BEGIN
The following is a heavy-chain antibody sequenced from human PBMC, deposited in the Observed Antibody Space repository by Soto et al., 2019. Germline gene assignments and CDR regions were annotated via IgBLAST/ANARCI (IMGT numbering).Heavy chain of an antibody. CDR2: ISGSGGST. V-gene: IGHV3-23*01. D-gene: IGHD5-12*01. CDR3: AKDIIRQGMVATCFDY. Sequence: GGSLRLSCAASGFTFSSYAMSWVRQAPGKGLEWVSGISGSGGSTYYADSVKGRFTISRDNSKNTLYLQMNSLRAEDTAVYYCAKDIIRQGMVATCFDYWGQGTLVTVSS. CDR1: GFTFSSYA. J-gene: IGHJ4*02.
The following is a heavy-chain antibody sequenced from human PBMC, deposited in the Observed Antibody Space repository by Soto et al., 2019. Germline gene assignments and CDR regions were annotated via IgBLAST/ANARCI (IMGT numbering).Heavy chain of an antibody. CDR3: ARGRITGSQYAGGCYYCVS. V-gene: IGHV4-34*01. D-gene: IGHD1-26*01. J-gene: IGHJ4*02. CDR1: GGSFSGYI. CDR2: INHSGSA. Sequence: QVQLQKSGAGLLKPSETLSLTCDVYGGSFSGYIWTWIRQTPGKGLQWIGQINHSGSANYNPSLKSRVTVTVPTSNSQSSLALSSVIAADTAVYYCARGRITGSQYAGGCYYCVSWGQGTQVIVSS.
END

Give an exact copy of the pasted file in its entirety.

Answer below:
The following is a heavy-chain antibody sequenced from human PBMC, deposited in the Observed Antibody Space repository by Soto et al., 2019. Germline gene assignments and CDR regions were annotated via IgBLAST/ANARCI (IMGT numbering).Heavy chain of an antibody. CDR2: ISGSGGST. V-gene: IGHV3-23*01. D-gene: IGHD5-12*01. CDR3: AKDIIRQGMVATCFDY. Sequence: GGSLRLSCAASGFTFSSYAMSWVRQAPGKGLEWVSGISGSGGSTYYADSVKGRFTISRDNSKNTLYLQMNSLRAEDTAVYYCAKDIIRQGMVATCFDYWGQGTLVTVSS. CDR1: GFTFSSYA. J-gene: IGHJ4*02.
The following is a heavy-chain antibody sequenced from human PBMC, deposited in the Observed Antibody Space repository by Soto et al., 2019. Germline gene assignments and CDR regions were annotated via IgBLAST/ANARCI (IMGT numbering).Heavy chain of an antibody. CDR3: ARGRITGSQYAGGCYYCVS. V-gene: IGHV4-34*01. D-gene: IGHD1-26*01. J-gene: IGHJ4*02. CDR1: GGSFSGYI. CDR2: INHSGSA. Sequence: QVQLQKSGAGLLKPSETLSLTCDVYGGSFSGYIWTWIRQTPGKGLQWIGQINHSGSANYNPSLKSRVTVTVPTSNSQSSLALSSVIAADTAVYYCARGRITGSQYAGGCYYCVSWGQGTQVIVSS.